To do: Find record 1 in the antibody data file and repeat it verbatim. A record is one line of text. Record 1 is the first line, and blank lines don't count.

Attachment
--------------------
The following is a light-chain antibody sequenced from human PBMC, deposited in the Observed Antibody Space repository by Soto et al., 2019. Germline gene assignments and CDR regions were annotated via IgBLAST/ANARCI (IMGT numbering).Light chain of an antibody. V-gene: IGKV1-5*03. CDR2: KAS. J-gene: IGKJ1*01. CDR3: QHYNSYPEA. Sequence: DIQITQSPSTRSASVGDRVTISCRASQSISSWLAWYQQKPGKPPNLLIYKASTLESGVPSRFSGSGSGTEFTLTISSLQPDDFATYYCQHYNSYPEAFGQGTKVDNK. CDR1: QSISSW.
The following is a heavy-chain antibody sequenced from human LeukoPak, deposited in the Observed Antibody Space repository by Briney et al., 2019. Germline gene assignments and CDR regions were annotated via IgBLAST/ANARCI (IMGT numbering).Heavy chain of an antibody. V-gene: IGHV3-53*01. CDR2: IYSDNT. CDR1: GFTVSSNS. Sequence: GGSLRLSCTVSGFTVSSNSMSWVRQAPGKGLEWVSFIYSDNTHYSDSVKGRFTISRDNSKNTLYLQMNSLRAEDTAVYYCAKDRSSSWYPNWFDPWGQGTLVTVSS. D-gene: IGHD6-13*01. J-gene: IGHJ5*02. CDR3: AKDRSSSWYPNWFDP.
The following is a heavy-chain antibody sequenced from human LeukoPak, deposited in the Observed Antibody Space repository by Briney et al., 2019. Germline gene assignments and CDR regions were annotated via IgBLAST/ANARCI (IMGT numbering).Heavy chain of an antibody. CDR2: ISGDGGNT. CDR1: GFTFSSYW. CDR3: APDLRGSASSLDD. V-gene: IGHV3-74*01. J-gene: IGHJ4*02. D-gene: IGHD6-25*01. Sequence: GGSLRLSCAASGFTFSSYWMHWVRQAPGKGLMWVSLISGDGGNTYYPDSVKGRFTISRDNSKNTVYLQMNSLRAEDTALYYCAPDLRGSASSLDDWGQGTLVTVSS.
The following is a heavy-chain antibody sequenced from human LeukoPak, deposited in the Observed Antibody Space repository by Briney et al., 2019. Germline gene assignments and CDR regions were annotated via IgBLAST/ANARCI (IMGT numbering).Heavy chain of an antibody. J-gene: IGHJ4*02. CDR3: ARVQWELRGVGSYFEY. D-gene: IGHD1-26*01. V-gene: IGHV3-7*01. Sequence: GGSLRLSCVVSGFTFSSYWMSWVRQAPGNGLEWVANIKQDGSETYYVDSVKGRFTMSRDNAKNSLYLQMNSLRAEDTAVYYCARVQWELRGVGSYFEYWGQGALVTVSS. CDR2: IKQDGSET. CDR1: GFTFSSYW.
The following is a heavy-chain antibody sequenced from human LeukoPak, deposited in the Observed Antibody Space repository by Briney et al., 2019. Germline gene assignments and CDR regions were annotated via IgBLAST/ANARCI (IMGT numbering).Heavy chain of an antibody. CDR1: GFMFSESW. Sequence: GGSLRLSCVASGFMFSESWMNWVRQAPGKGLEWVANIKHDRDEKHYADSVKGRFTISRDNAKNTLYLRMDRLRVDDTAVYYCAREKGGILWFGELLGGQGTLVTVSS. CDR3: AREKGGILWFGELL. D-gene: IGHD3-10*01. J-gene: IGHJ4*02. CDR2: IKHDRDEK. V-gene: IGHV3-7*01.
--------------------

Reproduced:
The following is a light-chain antibody sequenced from human PBMC, deposited in the Observed Antibody Space repository by Soto et al., 2019. Germline gene assignments and CDR regions were annotated via IgBLAST/ANARCI (IMGT numbering).Light chain of an antibody. V-gene: IGKV1-5*03. CDR2: KAS. J-gene: IGKJ1*01. CDR3: QHYNSYPEA. Sequence: DIQITQSPSTRSASVGDRVTISCRASQSISSWLAWYQQKPGKPPNLLIYKASTLESGVPSRFSGSGSGTEFTLTISSLQPDDFATYYCQHYNSYPEAFGQGTKVDNK. CDR1: QSISSW.